• Episode initiation three days prior to an inpatient hospital admission
  • The inpatient admission
  • 30 days after discharge

There are seven claim types that are looked at for each of those three components:

  • Inpatient
  • Carrier
  • Skilled Nursing Facility (SNF)
  • Outpatient
  • Home Health Aide (HHA)
  • Hospice
  • Durable Medical Equipment (DME)

Medicare recently added MSPB as the final category in the Program for Evaluating Payment Patterns Electronic Report (PEPPER), and is also reported by the Centers for Medicare & Medicaid Services (CMS) on its Hospital Compare website – although it has been said to be of limited value, since the data in these reports is aged, according to Dr. Ronald Hirsch in 2018, when the metric first began being reported. Even though, in the most recent PEPPER, the data is from 2017 (according to the ST PEPPER User’s Guide, Twenty-Eighth Edition), there is still value in understanding where Medicare is going and how it is using it as a tool to start a paradigm shift.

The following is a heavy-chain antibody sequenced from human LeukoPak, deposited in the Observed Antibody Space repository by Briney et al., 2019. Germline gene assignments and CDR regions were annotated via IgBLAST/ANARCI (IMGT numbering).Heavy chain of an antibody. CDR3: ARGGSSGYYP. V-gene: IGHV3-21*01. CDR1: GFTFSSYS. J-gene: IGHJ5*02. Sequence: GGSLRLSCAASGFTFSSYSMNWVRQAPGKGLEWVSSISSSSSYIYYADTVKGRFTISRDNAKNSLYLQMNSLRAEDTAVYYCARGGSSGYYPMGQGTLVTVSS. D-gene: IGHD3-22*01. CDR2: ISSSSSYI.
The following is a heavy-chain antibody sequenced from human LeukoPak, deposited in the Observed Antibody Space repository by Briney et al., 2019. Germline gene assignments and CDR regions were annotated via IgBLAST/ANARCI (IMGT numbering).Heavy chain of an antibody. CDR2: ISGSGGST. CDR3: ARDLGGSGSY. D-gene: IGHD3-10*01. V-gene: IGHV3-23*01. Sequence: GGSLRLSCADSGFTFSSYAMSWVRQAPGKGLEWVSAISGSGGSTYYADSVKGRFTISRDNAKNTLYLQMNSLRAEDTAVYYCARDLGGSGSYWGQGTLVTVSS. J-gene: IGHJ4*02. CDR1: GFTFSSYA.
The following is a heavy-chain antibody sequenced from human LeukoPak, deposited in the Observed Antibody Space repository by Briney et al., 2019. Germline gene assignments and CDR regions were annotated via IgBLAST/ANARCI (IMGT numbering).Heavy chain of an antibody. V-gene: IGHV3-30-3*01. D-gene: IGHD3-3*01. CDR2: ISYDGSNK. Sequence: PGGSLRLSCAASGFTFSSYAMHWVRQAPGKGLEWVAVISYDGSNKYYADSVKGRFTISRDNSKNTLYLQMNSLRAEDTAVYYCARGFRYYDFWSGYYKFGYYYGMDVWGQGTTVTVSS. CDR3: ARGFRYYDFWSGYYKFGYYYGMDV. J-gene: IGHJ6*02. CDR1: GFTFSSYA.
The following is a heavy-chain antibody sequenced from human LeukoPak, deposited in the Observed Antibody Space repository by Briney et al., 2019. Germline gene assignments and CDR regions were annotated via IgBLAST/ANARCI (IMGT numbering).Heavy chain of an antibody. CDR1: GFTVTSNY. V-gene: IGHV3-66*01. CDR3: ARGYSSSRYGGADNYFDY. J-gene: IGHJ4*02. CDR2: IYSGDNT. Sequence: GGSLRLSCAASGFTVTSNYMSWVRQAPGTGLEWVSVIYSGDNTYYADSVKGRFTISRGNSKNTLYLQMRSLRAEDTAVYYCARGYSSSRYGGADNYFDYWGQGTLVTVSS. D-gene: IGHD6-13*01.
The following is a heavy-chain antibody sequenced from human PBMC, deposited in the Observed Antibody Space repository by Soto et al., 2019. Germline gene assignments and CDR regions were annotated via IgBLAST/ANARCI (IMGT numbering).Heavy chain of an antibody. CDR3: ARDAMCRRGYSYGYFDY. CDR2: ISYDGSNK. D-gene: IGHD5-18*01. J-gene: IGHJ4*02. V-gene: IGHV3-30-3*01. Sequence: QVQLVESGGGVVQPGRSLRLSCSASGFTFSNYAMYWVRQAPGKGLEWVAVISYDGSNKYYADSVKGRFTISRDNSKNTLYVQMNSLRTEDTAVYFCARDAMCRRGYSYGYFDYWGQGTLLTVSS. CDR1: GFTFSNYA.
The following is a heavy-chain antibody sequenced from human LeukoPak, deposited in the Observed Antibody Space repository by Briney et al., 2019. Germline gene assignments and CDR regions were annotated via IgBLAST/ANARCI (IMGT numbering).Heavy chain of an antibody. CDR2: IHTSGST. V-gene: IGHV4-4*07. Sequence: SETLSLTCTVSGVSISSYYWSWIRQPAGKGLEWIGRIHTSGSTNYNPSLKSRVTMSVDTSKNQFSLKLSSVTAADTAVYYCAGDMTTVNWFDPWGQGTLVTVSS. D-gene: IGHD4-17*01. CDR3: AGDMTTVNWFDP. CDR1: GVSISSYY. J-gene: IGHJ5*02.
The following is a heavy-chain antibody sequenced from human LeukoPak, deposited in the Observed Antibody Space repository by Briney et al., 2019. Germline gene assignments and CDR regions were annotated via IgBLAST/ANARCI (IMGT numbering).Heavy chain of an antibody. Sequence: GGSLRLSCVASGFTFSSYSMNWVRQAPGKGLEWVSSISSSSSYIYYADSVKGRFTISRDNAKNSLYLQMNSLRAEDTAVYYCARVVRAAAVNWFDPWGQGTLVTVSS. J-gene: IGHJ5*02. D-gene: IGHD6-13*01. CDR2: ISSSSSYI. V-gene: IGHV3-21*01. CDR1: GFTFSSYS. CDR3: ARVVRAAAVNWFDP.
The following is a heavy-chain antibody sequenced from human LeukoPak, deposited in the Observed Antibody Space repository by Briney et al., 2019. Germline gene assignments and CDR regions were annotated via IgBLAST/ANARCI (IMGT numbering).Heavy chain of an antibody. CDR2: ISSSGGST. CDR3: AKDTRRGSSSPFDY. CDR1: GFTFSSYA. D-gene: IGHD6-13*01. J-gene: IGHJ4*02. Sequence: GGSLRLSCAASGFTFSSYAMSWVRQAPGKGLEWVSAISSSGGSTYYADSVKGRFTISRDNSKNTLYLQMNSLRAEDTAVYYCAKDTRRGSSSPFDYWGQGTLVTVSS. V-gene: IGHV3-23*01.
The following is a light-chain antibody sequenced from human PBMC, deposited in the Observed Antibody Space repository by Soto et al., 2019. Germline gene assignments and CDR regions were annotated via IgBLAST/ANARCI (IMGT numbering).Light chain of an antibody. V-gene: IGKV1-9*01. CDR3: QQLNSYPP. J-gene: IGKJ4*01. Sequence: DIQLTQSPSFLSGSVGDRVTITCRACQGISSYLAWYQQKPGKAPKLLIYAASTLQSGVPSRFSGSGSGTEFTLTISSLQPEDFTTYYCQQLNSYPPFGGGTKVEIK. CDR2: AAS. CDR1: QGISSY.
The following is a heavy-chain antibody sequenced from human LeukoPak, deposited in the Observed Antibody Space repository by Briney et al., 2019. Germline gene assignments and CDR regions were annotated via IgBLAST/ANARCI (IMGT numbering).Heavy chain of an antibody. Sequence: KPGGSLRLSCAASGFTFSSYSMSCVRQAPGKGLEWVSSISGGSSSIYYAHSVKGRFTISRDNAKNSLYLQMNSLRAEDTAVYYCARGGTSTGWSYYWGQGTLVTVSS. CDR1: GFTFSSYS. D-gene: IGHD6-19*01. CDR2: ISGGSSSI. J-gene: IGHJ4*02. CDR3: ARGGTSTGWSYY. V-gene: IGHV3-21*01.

By measuring cost of care through this measure, CMS hopes to increase the transparency of care for consumers and recognize hospitals that are involved in the provision of high-quality care at a lower cost to Medicare.

There is a comparison summary for each facility on that provides the VBP data. A sample report is below:

The bottom line is that neither LOS nor MSPB are the “magic sauce.” They are both very important, however, for reflecting the information that is needed for efficiency and cost-of-care evaluation. Hospital efficiency needs to increase, patient outcomes need to improve, and cost of care needs to decrease. Much of this falls under the umbrella of revenue cycle, specifically the areas of utilization review, case management, and clinical documentation integrity, with a helping hand from the physician advisor.